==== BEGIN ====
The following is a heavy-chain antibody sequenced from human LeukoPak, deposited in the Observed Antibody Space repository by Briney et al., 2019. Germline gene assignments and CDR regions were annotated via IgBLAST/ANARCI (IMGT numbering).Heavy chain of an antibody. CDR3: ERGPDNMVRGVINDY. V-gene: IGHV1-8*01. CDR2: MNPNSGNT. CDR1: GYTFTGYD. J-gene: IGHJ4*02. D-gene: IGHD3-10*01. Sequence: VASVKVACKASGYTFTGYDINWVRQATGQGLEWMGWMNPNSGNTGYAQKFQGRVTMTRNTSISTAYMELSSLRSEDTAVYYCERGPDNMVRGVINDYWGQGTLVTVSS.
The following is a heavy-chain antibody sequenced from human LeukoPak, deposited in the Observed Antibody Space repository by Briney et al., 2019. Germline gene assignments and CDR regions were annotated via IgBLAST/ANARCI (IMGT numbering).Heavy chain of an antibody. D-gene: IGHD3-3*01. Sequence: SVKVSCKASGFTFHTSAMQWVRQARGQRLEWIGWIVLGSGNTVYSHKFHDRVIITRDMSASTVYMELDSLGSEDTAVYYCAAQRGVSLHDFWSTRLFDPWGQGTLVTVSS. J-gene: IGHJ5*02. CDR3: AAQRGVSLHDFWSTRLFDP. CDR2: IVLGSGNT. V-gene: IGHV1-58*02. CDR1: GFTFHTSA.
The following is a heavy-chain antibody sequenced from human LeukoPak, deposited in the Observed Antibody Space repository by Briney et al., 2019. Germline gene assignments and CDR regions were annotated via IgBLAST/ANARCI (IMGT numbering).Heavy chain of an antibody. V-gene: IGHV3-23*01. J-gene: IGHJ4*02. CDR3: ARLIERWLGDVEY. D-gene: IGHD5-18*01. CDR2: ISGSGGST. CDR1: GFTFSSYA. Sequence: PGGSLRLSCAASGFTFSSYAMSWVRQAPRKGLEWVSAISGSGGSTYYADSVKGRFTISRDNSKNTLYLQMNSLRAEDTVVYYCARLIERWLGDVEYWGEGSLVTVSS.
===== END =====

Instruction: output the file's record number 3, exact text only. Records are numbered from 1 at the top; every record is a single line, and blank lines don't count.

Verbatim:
The following is a heavy-chain antibody sequenced from human LeukoPak, deposited in the Observed Antibody Space repository by Briney et al., 2019. Germline gene assignments and CDR regions were annotated via IgBLAST/ANARCI (IMGT numbering).Heavy chain of an antibody. V-gene: IGHV3-23*01. J-gene: IGHJ4*02. CDR3: ARLIERWLGDVEY. D-gene: IGHD5-18*01. CDR2: ISGSGGST. CDR1: GFTFSSYA. Sequence: PGGSLRLSCAASGFTFSSYAMSWVRQAPRKGLEWVSAISGSGGSTYYADSVKGRFTISRDNSKNTLYLQMNSLRAEDTVVYYCARLIERWLGDVEYWGEGSLVTVSS.